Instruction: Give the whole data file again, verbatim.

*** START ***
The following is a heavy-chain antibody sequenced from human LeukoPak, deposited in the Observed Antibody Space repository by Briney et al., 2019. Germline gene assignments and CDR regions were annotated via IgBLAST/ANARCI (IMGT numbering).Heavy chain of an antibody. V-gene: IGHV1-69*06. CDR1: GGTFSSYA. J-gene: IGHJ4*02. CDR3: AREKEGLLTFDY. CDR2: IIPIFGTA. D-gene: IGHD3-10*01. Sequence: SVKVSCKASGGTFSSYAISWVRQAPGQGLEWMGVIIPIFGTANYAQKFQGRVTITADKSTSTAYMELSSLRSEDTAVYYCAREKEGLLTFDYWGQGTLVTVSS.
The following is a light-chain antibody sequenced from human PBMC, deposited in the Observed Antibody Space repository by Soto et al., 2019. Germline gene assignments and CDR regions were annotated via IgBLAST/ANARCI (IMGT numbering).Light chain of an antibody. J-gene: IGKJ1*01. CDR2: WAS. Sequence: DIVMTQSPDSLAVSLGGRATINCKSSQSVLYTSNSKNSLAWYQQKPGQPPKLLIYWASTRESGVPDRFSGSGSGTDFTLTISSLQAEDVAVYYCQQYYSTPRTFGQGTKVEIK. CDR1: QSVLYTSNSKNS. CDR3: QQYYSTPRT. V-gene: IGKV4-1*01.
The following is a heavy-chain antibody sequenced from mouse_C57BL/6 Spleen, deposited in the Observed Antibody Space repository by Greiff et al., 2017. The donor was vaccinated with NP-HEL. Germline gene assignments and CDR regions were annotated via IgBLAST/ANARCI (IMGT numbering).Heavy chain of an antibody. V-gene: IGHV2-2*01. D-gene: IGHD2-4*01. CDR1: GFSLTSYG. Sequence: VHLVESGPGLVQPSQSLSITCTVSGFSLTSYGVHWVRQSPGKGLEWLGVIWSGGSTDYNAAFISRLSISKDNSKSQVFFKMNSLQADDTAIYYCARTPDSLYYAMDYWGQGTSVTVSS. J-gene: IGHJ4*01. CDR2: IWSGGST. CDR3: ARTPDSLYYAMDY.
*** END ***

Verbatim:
The following is a heavy-chain antibody sequenced from human LeukoPak, deposited in the Observed Antibody Space repository by Briney et al., 2019. Germline gene assignments and CDR regions were annotated via IgBLAST/ANARCI (IMGT numbering).Heavy chain of an antibody. V-gene: IGHV1-69*06. CDR1: GGTFSSYA. J-gene: IGHJ4*02. CDR3: AREKEGLLTFDY. CDR2: IIPIFGTA. D-gene: IGHD3-10*01. Sequence: SVKVSCKASGGTFSSYAISWVRQAPGQGLEWMGVIIPIFGTANYAQKFQGRVTITADKSTSTAYMELSSLRSEDTAVYYCAREKEGLLTFDYWGQGTLVTVSS.
The following is a light-chain antibody sequenced from human PBMC, deposited in the Observed Antibody Space repository by Soto et al., 2019. Germline gene assignments and CDR regions were annotated via IgBLAST/ANARCI (IMGT numbering).Light chain of an antibody. J-gene: IGKJ1*01. CDR2: WAS. Sequence: DIVMTQSPDSLAVSLGGRATINCKSSQSVLYTSNSKNSLAWYQQKPGQPPKLLIYWASTRESGVPDRFSGSGSGTDFTLTISSLQAEDVAVYYCQQYYSTPRTFGQGTKVEIK. CDR1: QSVLYTSNSKNS. CDR3: QQYYSTPRT. V-gene: IGKV4-1*01.
The following is a heavy-chain antibody sequenced from mouse_C57BL/6 Spleen, deposited in the Observed Antibody Space repository by Greiff et al., 2017. The donor was vaccinated with NP-HEL. Germline gene assignments and CDR regions were annotated via IgBLAST/ANARCI (IMGT numbering).Heavy chain of an antibody. V-gene: IGHV2-2*01. D-gene: IGHD2-4*01. CDR1: GFSLTSYG. Sequence: VHLVESGPGLVQPSQSLSITCTVSGFSLTSYGVHWVRQSPGKGLEWLGVIWSGGSTDYNAAFISRLSISKDNSKSQVFFKMNSLQADDTAIYYCARTPDSLYYAMDYWGQGTSVTVSS. J-gene: IGHJ4*01. CDR2: IWSGGST. CDR3: ARTPDSLYYAMDY.